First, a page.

At Last, the Merger's Details

When the Indians sold the island of Manhattan to the Dutch for $24-worth of beads in the late 1600s, they got what might be called a bad deal.

But one big difference between the Indians and the Harvard administrators who have agreed to take on the full responsibility of Radcliffe undergraduate education is that the Indians did not know what the future of Manhattan would bring.

The Faculty of Harvard College knows all too well how many beads Radcliffe women are worth. They even have developed formulas to compute the future expenses they will incur.

In fact, ever since the late 1960s, when the cost of undergraduate education exceeded Radcliffe's budget, Harvard has been picking up the tabs, so the agreement signed yesterday by Presidents Bok and Horner does not present any big surprises to anyone.

The agreement might be described as a general compromise. Radcliffe alumnae will once again have the opportunity to provide graduate education for women, and Harvard no longer has to pay for it. In the exchange, Radcliffe will contribute less than half the financial aid for Radcliffe undergraduates.


The president of Radcliffe will still be consulted in managing undergraduate affairs. however.

Horner and Bok both say they are "pleased" with the new arrangement. The cloudy "non-merger, merge" deal made in 1971 caused endless headaches for both of them--especially Horner, who as the new president of Radcliffe College, did not know if she was coming or going.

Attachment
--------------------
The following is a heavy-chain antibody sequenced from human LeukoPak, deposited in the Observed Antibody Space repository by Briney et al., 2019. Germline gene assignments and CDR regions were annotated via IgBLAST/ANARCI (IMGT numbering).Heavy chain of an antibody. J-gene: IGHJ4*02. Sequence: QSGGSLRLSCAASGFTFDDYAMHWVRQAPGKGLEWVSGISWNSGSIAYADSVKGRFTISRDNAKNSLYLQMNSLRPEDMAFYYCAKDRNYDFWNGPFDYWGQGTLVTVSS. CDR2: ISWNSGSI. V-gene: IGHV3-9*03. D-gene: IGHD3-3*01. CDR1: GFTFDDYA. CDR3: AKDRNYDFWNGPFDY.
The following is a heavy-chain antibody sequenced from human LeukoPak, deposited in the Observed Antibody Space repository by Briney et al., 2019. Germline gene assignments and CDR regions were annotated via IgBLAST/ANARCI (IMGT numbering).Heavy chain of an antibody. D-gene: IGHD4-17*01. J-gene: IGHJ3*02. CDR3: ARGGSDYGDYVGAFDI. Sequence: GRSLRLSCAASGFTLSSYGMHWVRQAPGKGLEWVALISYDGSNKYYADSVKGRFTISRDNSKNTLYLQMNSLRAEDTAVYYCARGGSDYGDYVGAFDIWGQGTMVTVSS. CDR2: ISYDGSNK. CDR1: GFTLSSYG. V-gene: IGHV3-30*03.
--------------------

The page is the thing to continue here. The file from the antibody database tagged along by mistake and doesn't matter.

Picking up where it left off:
Horner said this week that when she began her presidency here, she often found herself at administrative meetings without a clear role to fill.

Although she rapidly asserted herself in the policy-making decisions here, the new agreement provides clear agreement on her administrative function.

But Horner is not the only Radcliffe official who has been looking for a job. Judith Walzer, who resigned two weeks ago as Director of the Office for Women's Education (OWE), will take the post of Senior Tutor at South House next year.

Walzer said this week her decision was made by her desire to become closer to undergraduate life.

The OWE will no longer exist in the re-organized structure of the Radcliffe administration.

Patricia Graham, who also resigned several weeks ago as vice-president of Radcliffe and Director of the Radcliffe Institute said this week that she hopes to return to teach at Harvard, that she has not yet determined her final plans.

Administrative and financial agreements have little effect on the lives of undergraduates at Harvard Radcliffe women will continue to receive diplomas from Harvard, co-signed by the president of Radcliffe.

Women will also continue to be enrolled in Radcliffe as well as Harvard and tuition checks will be made out to Harvard and Radcliffe.

What pleases Radcliffe administrators and alumnae most about the new agreement is that they can now call Radcliffe an independent institution. "Radcliffe has wanted to continue its responsibility for the education of women and we will be ablso to do so," Horner said.